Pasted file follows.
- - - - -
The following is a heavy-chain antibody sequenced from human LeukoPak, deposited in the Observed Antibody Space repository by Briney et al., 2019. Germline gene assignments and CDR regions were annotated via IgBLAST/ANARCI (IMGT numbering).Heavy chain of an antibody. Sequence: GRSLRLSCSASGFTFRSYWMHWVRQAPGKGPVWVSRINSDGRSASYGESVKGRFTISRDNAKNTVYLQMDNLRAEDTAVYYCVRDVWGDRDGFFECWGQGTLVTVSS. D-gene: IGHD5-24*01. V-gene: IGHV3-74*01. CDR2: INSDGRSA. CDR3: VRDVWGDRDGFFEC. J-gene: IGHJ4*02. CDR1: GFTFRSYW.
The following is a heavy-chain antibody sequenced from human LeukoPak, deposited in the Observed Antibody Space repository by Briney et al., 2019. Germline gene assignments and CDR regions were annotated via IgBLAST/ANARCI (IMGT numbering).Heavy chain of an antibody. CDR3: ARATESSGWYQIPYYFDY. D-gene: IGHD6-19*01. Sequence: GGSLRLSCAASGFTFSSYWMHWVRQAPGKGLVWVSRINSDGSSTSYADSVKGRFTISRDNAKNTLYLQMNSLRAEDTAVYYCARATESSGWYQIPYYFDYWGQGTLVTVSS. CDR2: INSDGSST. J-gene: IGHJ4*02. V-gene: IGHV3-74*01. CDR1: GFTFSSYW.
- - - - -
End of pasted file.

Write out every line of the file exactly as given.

The following is a heavy-chain antibody sequenced from human LeukoPak, deposited in the Observed Antibody Space repository by Briney et al., 2019. Germline gene assignments and CDR regions were annotated via IgBLAST/ANARCI (IMGT numbering).Heavy chain of an antibody. Sequence: GRSLRLSCSASGFTFRSYWMHWVRQAPGKGPVWVSRINSDGRSASYGESVKGRFTISRDNAKNTVYLQMDNLRAEDTAVYYCVRDVWGDRDGFFECWGQGTLVTVSS. D-gene: IGHD5-24*01. V-gene: IGHV3-74*01. CDR2: INSDGRSA. CDR3: VRDVWGDRDGFFEC. J-gene: IGHJ4*02. CDR1: GFTFRSYW.
The following is a heavy-chain antibody sequenced from human LeukoPak, deposited in the Observed Antibody Space repository by Briney et al., 2019. Germline gene assignments and CDR regions were annotated via IgBLAST/ANARCI (IMGT numbering).Heavy chain of an antibody. CDR3: ARATESSGWYQIPYYFDY. D-gene: IGHD6-19*01. Sequence: GGSLRLSCAASGFTFSSYWMHWVRQAPGKGLVWVSRINSDGSSTSYADSVKGRFTISRDNAKNTLYLQMNSLRAEDTAVYYCARATESSGWYQIPYYFDYWGQGTLVTVSS. CDR2: INSDGSST. J-gene: IGHJ4*02. V-gene: IGHV3-74*01. CDR1: GFTFSSYW.